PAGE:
China and Climate Multilateralism: A Review of Theoretical Approaches

Hao Zhang*

*Corresponding author for this work

Research output: Contribution to journalReview articleAcademicpeer-review

5 Citations (Scopus)
70 Downloads (Pure)


China’s approach to multilateral climate negotiation has shifted greatly over the past decades. From being an obstacle to a follower, and now a potential leader, China has attracted academic attention. This article surveys the literature on China’s role in climate multilateralism as examined by scholars through different lenses. The article asks whether analyses at different policymaking levels can explain China’s changing position. I review studies addressing the international level and the nexus between the complementary international and domestic levels to offer a comprehensive understanding of China’s strategic moves and choices in multilateral discussions on climate change. The review finds that factors at the international level are influencing China’s climate ambitions and goals, and even to some extent are determining its strategies toward climate multilateralism; however, for China to deliver its international climate commitments, its enhanced ability will need domestic support. While these insights are valuable to understand China’s international behavior, an emerging framework needs to be included in this discussion, as transnational governance scholarship might be able to explain how new actors may unlock China’s position on climate change in the future.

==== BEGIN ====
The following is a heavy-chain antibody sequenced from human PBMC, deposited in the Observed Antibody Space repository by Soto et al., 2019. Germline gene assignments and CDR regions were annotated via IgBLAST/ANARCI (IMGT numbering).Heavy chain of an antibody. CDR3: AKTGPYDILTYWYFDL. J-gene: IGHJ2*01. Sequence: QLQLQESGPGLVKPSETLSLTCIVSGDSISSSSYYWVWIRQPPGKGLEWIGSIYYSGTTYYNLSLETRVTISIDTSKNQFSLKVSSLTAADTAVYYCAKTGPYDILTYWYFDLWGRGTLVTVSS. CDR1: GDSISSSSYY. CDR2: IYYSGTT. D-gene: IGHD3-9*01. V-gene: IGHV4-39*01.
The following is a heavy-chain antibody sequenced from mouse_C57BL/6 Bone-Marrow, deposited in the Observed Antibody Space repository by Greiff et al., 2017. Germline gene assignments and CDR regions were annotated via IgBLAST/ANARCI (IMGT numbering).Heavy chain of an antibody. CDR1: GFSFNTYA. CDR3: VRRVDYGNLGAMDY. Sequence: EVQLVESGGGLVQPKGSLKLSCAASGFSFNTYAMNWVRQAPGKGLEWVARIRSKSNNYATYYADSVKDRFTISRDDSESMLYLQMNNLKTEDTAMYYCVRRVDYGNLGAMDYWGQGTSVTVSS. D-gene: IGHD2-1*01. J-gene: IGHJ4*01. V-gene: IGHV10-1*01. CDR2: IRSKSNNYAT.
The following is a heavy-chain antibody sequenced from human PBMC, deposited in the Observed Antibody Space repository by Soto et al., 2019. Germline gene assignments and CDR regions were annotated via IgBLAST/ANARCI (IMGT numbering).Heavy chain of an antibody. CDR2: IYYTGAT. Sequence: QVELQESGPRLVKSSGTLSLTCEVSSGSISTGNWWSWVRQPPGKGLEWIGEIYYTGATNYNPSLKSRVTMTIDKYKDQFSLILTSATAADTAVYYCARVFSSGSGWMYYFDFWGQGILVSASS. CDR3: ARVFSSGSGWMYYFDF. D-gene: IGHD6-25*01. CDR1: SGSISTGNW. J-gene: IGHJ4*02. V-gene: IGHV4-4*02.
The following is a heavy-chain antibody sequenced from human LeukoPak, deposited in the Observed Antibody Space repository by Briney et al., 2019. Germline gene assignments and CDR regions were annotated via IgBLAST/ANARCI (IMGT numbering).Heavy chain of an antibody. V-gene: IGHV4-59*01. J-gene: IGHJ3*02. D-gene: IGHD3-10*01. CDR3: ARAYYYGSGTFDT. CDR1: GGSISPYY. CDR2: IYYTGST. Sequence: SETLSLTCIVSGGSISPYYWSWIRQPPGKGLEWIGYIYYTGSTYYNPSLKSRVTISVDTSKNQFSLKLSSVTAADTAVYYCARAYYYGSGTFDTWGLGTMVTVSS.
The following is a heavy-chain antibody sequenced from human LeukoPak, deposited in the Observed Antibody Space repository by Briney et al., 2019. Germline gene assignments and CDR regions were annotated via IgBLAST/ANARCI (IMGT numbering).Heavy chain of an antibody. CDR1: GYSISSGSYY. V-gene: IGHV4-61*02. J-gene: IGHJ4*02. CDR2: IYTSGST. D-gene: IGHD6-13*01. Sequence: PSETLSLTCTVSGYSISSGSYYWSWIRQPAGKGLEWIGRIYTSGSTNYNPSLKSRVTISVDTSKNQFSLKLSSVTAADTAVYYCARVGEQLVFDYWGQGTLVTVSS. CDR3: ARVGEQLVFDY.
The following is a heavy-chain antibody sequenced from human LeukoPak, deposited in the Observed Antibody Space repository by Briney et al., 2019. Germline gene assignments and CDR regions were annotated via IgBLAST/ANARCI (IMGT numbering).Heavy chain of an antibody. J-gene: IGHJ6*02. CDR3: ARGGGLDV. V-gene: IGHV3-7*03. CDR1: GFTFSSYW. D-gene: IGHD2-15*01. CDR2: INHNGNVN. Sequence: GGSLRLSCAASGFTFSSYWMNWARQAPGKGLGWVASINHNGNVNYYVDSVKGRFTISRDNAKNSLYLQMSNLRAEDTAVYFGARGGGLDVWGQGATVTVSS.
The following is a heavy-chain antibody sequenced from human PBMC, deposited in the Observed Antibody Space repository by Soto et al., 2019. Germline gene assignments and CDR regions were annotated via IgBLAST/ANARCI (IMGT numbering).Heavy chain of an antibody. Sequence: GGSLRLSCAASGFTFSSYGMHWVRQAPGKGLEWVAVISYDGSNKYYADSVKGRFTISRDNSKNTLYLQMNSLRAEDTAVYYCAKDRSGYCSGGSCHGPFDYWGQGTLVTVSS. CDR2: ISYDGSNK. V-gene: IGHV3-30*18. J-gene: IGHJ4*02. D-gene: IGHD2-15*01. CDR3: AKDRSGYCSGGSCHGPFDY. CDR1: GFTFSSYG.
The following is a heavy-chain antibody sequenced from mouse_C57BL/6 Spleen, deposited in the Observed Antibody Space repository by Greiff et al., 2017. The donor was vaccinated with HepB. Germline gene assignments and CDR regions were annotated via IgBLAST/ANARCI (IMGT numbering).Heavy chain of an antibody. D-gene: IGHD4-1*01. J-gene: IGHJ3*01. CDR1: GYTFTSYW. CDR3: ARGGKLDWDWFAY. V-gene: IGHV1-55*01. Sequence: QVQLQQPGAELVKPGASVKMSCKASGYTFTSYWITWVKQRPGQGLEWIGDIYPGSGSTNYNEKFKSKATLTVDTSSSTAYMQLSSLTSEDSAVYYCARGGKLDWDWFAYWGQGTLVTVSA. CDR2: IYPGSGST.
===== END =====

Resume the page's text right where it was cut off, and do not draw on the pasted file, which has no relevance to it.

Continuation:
Original languageEnglish
Pages (from-to)50-60
Number of pages11
JournalPolitics and Governance
Issue number2
Publication statusPublished - 21 Apr 2022

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